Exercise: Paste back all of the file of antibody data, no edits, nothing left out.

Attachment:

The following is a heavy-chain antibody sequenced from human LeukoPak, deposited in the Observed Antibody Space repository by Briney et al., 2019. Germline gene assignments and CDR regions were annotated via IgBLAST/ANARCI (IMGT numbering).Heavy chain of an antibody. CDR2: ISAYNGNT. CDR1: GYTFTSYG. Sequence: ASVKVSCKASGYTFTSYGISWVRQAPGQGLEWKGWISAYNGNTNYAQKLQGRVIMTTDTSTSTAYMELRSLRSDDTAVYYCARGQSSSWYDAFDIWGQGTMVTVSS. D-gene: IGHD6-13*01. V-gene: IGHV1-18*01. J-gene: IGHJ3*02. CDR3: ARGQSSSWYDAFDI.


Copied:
The following is a heavy-chain antibody sequenced from human LeukoPak, deposited in the Observed Antibody Space repository by Briney et al., 2019. Germline gene assignments and CDR regions were annotated via IgBLAST/ANARCI (IMGT numbering).Heavy chain of an antibody. CDR2: ISAYNGNT. CDR1: GYTFTSYG. Sequence: ASVKVSCKASGYTFTSYGISWVRQAPGQGLEWKGWISAYNGNTNYAQKLQGRVIMTTDTSTSTAYMELRSLRSDDTAVYYCARGQSSSWYDAFDIWGQGTMVTVSS. D-gene: IGHD6-13*01. V-gene: IGHV1-18*01. J-gene: IGHJ3*02. CDR3: ARGQSSSWYDAFDI.